Random song post, Volume 8

March 26, 2010

Songs I’d forgotten about, or overlooked, but now can’t stop listening to:

Beastie Boys – “Ch-Check It Out” (To the 5 Boroughs, Capitol, 2004): By the time Beastie Boys released 2004’s To the 5 Boroughs, five years had passed since their anthology release The Sounds of Science and six years since their last proper full length Hello Nasty.  Despite the gap, To the 5 Boroughs is still a solid album, with the honor of preeminent song easily going to the first single, “Ch-Check It Out.  “   The trademark shouts and lyrical trade-offs that made the group so revolutionary in the 80s are quite present here, along with their incessant pop culture references (watch out, Nick at Night, Mutual of Omaha and even Miss Piggy).  The way MCA starts the song is classic-instantly blowing the listener away with a fierce lyrical assault, somehow making Star Trek quite cool in the process.  And later, when Ad-Rock sends it back over to MCA, with a quick, “MCA grab the mic before the mic goes stale, ” the song heads in yet another direction.  The instrumentation is pretty minimal, restricted mainly to drums and a horn section, yet the signature vocals are more than adequate to support the song and keep it moving forward.

Anberlin – “Never Take Friendship Personal” (Never Take Friendship Personal, Tooth & Nail, 2005): After 2003’s Blueprints for the Black Market hit store shelves and the expected great deal of touring, Florida’s Anberlin eventually made their way back into the studio to record Never Take Friendship Personal, an album which to this day still contains many of their more beloved songs (including the single, “A Day Late”).  However, the opening title track deserves its day in the sun as well-it’s a solid, heavy rock number with an opening barrage of chugging guitars and frenetic drums, all eventually coming together into a solid beat that, just as quickly, breaks down into a half-time fist-pumper for the verses.  The chorus brings it all together, jumping back and forth between off-beat and straight-forward rock, all before the bridge builds up into an all-out screamfest.  Some head-banging half-time ends the song, truly leaving the listener breathless and wanting more.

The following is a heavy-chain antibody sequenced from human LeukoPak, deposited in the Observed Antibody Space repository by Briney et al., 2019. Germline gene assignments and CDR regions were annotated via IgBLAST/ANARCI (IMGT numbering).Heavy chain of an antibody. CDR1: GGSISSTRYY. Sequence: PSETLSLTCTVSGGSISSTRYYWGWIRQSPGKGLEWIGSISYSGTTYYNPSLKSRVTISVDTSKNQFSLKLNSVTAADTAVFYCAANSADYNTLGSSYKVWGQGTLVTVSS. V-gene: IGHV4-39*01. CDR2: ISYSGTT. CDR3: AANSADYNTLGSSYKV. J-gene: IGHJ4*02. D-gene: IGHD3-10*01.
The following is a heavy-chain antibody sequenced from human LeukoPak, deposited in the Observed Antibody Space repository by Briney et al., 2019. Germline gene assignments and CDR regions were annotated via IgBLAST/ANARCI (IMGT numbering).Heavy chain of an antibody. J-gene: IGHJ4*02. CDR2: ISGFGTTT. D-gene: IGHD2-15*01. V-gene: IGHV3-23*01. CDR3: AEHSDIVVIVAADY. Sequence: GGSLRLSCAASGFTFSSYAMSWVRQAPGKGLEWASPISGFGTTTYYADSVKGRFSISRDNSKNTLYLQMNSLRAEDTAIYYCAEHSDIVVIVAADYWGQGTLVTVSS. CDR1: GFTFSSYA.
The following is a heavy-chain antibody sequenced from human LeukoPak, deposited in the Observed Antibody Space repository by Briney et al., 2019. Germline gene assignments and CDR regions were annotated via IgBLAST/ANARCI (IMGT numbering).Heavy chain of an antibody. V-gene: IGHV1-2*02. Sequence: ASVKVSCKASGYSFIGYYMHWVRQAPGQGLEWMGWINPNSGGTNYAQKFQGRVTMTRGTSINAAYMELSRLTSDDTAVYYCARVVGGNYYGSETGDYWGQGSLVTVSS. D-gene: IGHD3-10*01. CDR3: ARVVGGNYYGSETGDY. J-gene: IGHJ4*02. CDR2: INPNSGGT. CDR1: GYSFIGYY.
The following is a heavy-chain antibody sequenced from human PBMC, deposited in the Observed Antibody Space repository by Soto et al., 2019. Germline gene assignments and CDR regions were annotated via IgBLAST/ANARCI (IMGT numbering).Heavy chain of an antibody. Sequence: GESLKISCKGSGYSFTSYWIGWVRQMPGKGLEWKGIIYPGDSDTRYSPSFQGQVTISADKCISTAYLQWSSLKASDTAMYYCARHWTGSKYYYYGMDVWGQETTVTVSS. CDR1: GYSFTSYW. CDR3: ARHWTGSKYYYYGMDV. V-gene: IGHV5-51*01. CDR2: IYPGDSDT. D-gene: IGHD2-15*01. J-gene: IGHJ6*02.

Head Automatica – “Beating Heart Baby” (Decadence, Warner Bros.  , 2004): Glassjaw leader Daryl Palumbo took a bit of a leap in 2004 from his main band’s post-hardcore sound with the release of Decadence, the first album from his electronic-tinged side project Head Automatica.  However, the single, “Beating Heart Baby, ” still managed to win over many who considered the group too different from Glassjaw, what with its infectious groove and Palumbo’s all-too-familiar singing, laced with the yelps and screams one has come to expect from the enigmatic frontman.  The guitars, bass and drums that dominate Glassjaw’s music get a boost from the synthesizer on this song, and the straight-forward nature of the tune takes an ethereal turn during the bridge, all before a quick cowbell-based interlude brings it on home.  As corny as any of this may sound, it’s actually very creative and fun, and a definite step in a new direction for Palumbo.

GP: “Closing Time”

March 3, 2010

Few songs were as big in 1998 as Semisonic’s, “Closing Time, ” off their breakout record Feeling Strangely Fine, and for good reason-the song, despite massive radio overplay, is a well-crafted pop/rock gem that has stood the test of time.  Opening with a simple piano line that continues through the entire song, which leads into frontman Dan Wilson’s voice, the song soon kicks into some heavily distorted choruses, featuring big drums and an excellent guitar solo, all before settling back once again as the final notes ring out.  Though the band never scored another hit as big as, “Closing Time, ” drummer Jacob Slichter released a highly entertaining book detailing Semisonic’s success called So You Wanna Be a Rock & Roll Star in 2004, and their final album (to date), 2001’s All About Chemistry, is a fine album, quite possibly their best.